Sunday 4 December 2016

Accused grew up in home full of violence, murder trial told

Nuns give evidence of mum 'bleeding with black eyes' and 'sad' children

Natasha Reid

Published 19/11/2010 | 05:00

James McInerney denies murdering his father
James McInerney denies murdering his father

A MAN accused of murdering his father was protective of his siblings and mother as the family grew up in a house filled with domestic violence, a nun told his trial yesterday.

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Sr Mary Moloney was one of two nuns to give evidence in the trial of James McInerney (23), of Lacey Avenue, Templemore, Co Tipperary.

He has pleaded not guilty to murdering James 'Jimmy' McInerney Snr (56) at the family home on June 17, 2009.

The defendant told gardai he had attacked him with a spade after taking 21 years of his beatings.

Sr Moloney and Sr Breda Coman outlined a history of domestic violence in the family to the court. They had attended regular case conferences on the family with the Health Service Executive (HSE) and gardai.

Sr Moloney became involved with the family in 1998 through her work as a nurse and social worker. She said she had known the accused since he was a teenager and found him to be pleasant and well-mannered.

"I saw him as an adult in the home. He took on a parenting role far beyond his years," she said. "He was protective of his mother and siblings and was especially kind to his sister with special needs.

"At times I'd have visited the house in the aftermath of an episode of domestic violence," she said. "The children were quiet, subdued and sad." She added that she had often consulted the gardai about the family in the run-up to Christmas and family events.

"I insisted Mrs McInerney get a mobile phone so she wouldn't have to run to the phone booth to call for help," she recalled.

Sr Coman told the Central Criminal Court she met the defendant and his siblings as principal of their primary school and as a member of Templemore Travellers Support Group.

She said their mother would arrive at her house a few nights every year.

"It was always a case of running away from a violent situation," she said, referring to violence by the deceased. "She was bleeding and had black eyes."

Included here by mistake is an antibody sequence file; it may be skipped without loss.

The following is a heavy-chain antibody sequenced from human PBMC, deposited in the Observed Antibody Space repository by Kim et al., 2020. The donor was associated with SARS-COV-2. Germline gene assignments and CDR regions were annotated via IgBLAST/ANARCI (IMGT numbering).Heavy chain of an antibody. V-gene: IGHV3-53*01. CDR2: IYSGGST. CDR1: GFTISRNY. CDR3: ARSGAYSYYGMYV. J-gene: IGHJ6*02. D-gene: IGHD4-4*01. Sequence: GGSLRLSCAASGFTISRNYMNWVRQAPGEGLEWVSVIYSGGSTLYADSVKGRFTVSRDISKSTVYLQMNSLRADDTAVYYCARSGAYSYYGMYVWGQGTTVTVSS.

She said she and her colleagues in the school found the children withdrawn, sad and sometimes tense.

"We never saw a smile," one teacher had said to her about the children.

Sr Moloney said she had found the accused man remorseful since the incident.

Damage

Earlier, State Pathologist Prof Marie Cassidy said the victim died of blunt trauma to the head, with blunt trauma to his chest and abdomen contributing to his death.

She described severe head and facial injuries, including 15 lacerations to his face, an extensive fracture to his skull and fractures to his cheek bones and nose. She said brain damage resulting from the skull fracture could have caused his death, as could inhalation of the blood in his mouth.

He had blunt injuries to his trunk, crushing his liver and cracking ribs. She said there was no evidence of defensive injuries, meaning it was a swift attack.

She suggested that if all of the injuries were caused by the spade, then six blows from the flat part of the spade would have been needed: one to the top of the head, one to either side of the head, one to the face, one to the chest and one to the abdomen.

She said that the blow to the top of the skull was most likely inflicted when he was on the ground.

"It's not a very hefty spade," she said, holding the spade.

"Such extensive damage to the skull would suggest his head was supported, not upright," she said.

Closing speeches will be made on Monday.

Irish Independent

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